The “Good News Club”: How the Religious Right is Taking Indoctrination into Public Schools

Going door to door, risking that each knock will be met with rejection, right wing evangelical Christians have gotten frustrated with the slow pace of recruitment to their beliefs. They needed a new tactic to fill their pews and the easiest targets for indoctrination are young children who don’t yet have the capacity to question whether they are being manipulated. So, the best place to find impressionable minds is in schools. There are thousands of parochial schools across the country where parents send their children to have an education that blends religion with reading, writing, and arithmetic. But this wasn’t good enough for the Christian Right; they needed to cast a much wider net. This is how the “Good News Club” came into being.

Ostensibly, an after-school club, the organization, sponsored by the international ministry of Child Evangelism Fellowship, is actually a foothold into the public schools to begin a base of evangelizing Christian beliefs, particularly fundamentalist beliefs, to youth. What are the beliefs that the “Good News Clubs” want children to adopt? According the author of “The Good News Club: The Christian Right’s Stealth Assault on America’s Children,” Katherine Stewart, they endorse the Bible as a literal and infallible word of God, teach that conversion to their own version of Christianity is the only path to salvation, while other types of Christians are not actually Christian, and they heavily emphasize the role of Satan in everyday life. One anecdote shared by Katherine Stewart in her book is instructive of how the “Good News Clubs,” treat children of other faiths. A Catholic boy had a brother die, and he told a leader at a club that his brother was an angel in heaven. This women stated, “I had to tell him that no, his brother was not an angel in heaven…I could see the look in this boy’s eyes. He was just devastated.” This was because he wasn’t “saved.”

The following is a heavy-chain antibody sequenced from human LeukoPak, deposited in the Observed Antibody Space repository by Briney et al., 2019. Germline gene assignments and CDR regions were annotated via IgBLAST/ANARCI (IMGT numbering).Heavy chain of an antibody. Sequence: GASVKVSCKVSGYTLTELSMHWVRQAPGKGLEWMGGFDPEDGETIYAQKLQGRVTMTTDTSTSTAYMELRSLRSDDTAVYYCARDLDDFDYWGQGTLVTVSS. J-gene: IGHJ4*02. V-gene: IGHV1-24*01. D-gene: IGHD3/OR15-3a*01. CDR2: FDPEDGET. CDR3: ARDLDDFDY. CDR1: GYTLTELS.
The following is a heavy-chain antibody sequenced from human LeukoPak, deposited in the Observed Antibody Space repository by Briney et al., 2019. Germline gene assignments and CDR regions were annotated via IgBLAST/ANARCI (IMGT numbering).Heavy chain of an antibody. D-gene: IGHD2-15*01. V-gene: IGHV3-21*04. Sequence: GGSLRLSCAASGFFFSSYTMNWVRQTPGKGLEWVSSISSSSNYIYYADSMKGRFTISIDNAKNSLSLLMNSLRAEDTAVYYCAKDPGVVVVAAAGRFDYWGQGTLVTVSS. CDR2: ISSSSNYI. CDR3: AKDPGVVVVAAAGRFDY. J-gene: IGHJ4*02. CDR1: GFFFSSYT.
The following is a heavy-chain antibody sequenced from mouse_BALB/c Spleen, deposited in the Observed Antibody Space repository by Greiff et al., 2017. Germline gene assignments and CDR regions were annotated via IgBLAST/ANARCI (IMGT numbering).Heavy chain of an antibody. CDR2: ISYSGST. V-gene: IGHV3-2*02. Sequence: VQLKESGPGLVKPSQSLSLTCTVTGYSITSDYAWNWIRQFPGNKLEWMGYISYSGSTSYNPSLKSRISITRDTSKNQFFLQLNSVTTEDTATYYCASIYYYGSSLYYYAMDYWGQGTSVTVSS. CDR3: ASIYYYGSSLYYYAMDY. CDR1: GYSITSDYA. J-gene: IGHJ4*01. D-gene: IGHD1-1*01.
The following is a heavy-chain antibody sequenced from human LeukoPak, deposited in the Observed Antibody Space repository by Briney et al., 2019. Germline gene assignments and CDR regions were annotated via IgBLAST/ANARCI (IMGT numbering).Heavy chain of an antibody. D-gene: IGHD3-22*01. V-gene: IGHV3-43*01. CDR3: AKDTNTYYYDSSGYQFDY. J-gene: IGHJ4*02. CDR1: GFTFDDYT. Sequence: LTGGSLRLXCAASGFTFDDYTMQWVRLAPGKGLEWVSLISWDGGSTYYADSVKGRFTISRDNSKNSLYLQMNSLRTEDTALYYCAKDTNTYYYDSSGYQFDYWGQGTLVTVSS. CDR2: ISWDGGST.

Public schools are supposed to provide a secular environment where children are free from indoctrination into religious ministry. However, the Supreme Court has ruled that after-school activities must be open to religious groups alongside any other group, and by 2010, there were 3,439 “Good News Clubs” in public schools across the country. This seems reasonable enough for a group of Christian students to do Bible study or Muslim students to meet for discussions of Islam. They even have to have parent permission for children to participate. However, “Good News Clubs” have a coordinated national alliance of religious organizations behind them with more than just a self-contained student club on their agenda. They want their version of Christianity to be spread far and wide to susceptible children. They use all of the tactics one would expect to draw in vulnerable youth including offering candy and cookies. Mathew Staver, a leader of the club initiative and President of Liberty Counsel, has written: “Classrooms are full of unchurched children waiting to hear about a Savior who loves them and forgives sin.” Clearly, the group isn’t limiting its reach to current believers, but instead intends to evangelize to other children who are not believers in their faith. Indeed, the clubs teach the children who attend to go out and recruit other children to their meetings. According to Katherine Stewart, “Parents have reported many instances in which children tell playmates of other faiths that they will go to hell.”